Tomb of Salim Chishti

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The tomb of Shaikh Salim Chisti is considered to be one of the finest examples of Mughal architecture in India.

The Tomb of Salim Chishti is famed as one of the finest examples of Mughal architecture in India, built during the years 1580 and 1581, along with the imperial complex at Fatehpur Sikri near Zenana Rauza and facing south towards Buland Darwaza, within the quadrangle of the Jama Masjid which measures 350 ft. by 440 ft.[1] It enshrines the burial place of the Sufi saint, Salim Chisti (1478 – 1572), a descendant of Khwaja Moinuddin Chishti of Ajmer, and who lived in a cavern on the ridge at Sikri.[2] The mausoleum, constructed by Akbar as a mark of his respect for the Sufi saint, who foretold the birth of Akbar's son, who was named as Prince Salim after the Sufi Saint and later jahangir succeeded Akbar to the throne of the Mughal Empire,[1]


Intricate jali, stone latticework window, looking into the quadrangle of the Jama Masjid
Wooden canopy over the inner tomb, with an inlaid mosaic of mother-of-pearl

The tomb has been constructed on a platform that is about 1 m. high, a flight of five steps leading to the entrance portico. The main tomb building is enclosed by delicate marble screens on all sides, and the tomb is located in the centre of the main hall, which has a single semi-circular dome. The marble building is beautifully carved and has an ivory-like appearance. The plinth is ornamented with mosaics of black and yellow marble arranged in geometric patterns. An ebony "chhaparkhat" enclosure surrounds the marble cenotaph, which is usually covered by a green cloth. A wooden canopy incrusted with mother-of-pearl inlay mosaic over it.[3]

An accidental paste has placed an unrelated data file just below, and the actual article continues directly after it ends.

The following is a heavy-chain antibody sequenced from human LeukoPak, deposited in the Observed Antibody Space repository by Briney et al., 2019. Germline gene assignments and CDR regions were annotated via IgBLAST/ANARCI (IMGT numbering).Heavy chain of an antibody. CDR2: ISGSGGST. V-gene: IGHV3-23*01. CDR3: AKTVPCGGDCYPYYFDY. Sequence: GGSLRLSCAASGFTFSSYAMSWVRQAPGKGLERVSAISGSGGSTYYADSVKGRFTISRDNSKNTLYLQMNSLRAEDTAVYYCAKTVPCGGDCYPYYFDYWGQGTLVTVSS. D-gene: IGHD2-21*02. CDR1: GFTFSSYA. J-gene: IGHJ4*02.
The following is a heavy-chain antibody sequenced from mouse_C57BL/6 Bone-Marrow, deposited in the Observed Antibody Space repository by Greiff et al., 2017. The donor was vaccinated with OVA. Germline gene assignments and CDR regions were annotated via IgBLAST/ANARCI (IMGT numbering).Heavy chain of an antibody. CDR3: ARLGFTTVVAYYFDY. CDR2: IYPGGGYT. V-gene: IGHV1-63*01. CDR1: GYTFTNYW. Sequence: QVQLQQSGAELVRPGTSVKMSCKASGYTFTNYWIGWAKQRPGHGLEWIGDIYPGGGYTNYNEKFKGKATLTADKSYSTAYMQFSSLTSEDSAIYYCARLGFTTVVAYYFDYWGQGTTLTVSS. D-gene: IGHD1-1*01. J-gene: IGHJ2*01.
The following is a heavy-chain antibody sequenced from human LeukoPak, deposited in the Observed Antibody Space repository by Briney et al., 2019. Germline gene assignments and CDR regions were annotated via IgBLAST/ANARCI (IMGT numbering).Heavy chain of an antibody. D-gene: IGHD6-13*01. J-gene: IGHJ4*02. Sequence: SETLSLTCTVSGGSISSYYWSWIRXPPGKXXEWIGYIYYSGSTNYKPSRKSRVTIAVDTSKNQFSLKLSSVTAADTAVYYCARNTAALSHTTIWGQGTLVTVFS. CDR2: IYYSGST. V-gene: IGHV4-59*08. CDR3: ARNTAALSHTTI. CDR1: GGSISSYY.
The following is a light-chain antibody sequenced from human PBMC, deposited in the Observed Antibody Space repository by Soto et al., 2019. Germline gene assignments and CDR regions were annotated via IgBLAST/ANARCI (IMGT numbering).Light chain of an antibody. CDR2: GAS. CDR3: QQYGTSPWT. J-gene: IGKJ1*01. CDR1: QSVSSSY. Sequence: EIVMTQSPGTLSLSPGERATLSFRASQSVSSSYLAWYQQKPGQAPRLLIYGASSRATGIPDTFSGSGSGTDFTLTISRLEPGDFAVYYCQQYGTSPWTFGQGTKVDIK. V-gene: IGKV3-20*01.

The door to the main chamber is intricately carved with arabesque patterns and bears inscriptions from the Quran. Brown marble borders the interior bays while the relief panels - with the Quran verses - have a blue background. The carved and painted tomb chamber has a white marble floor, which is inlaid with multicolored stones. The multicoloured stones which are also a piece of diamond ruby or emreld.


A compilation of all the jalis around the tomb of Salim Chishti


  1. ^ a b "Fatehpur Sikri". Imperial Gazetteer of India (v. 12). Oxford. pp. 84–85.
  2. ^ "World Heritage Sites - Fatehpur Sikri (1986), Uttar Pradesh". Archaeological Survey of India (ASI) website.
  3. ^ "Indian Empire". Imperial Gazetteer of India ( V. 2). Oxford. p. 126.

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